Controversial discovery wins Israeli scientist Nobel Prize for Chemistry | Science | In-depth reporting on science and technology | DW | 05.10.2011

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Science

Controversial discovery wins Israeli scientist Nobel Prize for Chemistry

The 2011 Nobel Prize for Chemistry was awarded to Israeli chemist Daniel Shechtman, whose discoveries were intensely questioned before revolutionizing the way scientists conceive of solid matter.

Nobel Prize

Daniel Shechtman received the Nobel Prize for Chemistry

On Wednesday morning, the Royal Swedish Academy of Sciences announced that Daniel Shechtman of the Israel Institute of Technology, Haifa in Israel received this year's Nobel Prize for Chemistry.

"This is really a great day for me personally and truly a great day for science," Shechtman said at a press conference on Wednesday.

"There are currently thousands of scientists who are researching the topic I opened, and I'm sure that everyone sees in the prize their achievement as well, and they deserve to, because if it weren't for these thousands of scientists, this science would not be where it is today," he added.

His research "fundamentally altered how chemists conceive of solid matter," the Nobel jury said.

Daniel Shechtman

Shechtman received the award for research he did in 1982

"In quasicrystals, we find the fascinating mosaics of the Arabic world reproduced at the level of atoms: regular patterns that never repeat themselves," the jury added.

In all solid matter, atoms were believed to be packed inside crystals in symmetrical patterns that were periodically repeated. For scientists, this repetition was required in order to obtain a crystal.

Using an electron microscope, Shechtman studied the structure of mix of aluminum and manganese that he had quickly cooled. Expecting to see disorder, the chemist found concentric circles, each made of 10 bright dots the same distance from each other.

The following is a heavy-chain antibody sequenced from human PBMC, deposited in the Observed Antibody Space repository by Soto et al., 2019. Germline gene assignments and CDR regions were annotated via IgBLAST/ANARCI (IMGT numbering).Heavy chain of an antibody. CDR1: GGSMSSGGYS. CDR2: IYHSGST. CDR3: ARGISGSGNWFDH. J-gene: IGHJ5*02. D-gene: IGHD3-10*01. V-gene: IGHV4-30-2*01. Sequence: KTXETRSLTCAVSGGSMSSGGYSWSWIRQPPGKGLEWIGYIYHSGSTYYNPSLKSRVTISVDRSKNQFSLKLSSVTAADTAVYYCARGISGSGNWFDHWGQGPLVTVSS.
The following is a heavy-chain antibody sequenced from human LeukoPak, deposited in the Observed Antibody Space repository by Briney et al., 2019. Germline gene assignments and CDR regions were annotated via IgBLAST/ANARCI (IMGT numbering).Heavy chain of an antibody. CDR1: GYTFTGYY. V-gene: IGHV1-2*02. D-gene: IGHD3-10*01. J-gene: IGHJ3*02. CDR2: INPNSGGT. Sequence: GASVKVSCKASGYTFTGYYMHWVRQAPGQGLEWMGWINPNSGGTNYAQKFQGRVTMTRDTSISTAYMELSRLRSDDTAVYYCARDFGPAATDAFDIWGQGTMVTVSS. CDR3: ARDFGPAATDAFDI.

While four or six dots in the circles would have been imaginable, that there were 10 ran contrary to establish solid science of the day, leading him to write "10 Fold???" in his notebook.

Shechtman's work showed that atoms in crystal were packed in a pattern that could not be repeated. His discovery was extremely controversial, the jury said. In the course of defending his findings, he was asked to leave his research group, but his battle eventually forced scientists to reconsider their conception of the very nature of matter.

A quasicrystal structure seen under a microscope

The atoms in quasicrystals are packed using strict rules but do not repeat patterns

Following Shechtman's discovery, scientists have produced other kinds of quasicrystals in the lab and discovered naturally occurring quasicrystals in mineral samples from a Russian river. A Swedish company has also found quasicrystals in a certain form of steel, where the crystals reinforce the material like armor.

Scientists are currently experimenting with using quasicrystals in different products such as frying pans and diesel engines.

In 1992, the International Union of Crystallography changed its definition of what makes up a crystal because of Shechtman's research.

The prize of 10 million Swedish crowns ($1.45 million, 1.08 million euros) was the third of this year's Nobel prizes, following awards for medicine and for physics.

Author: Sean Sinico
Editor: Cyrus Farivar

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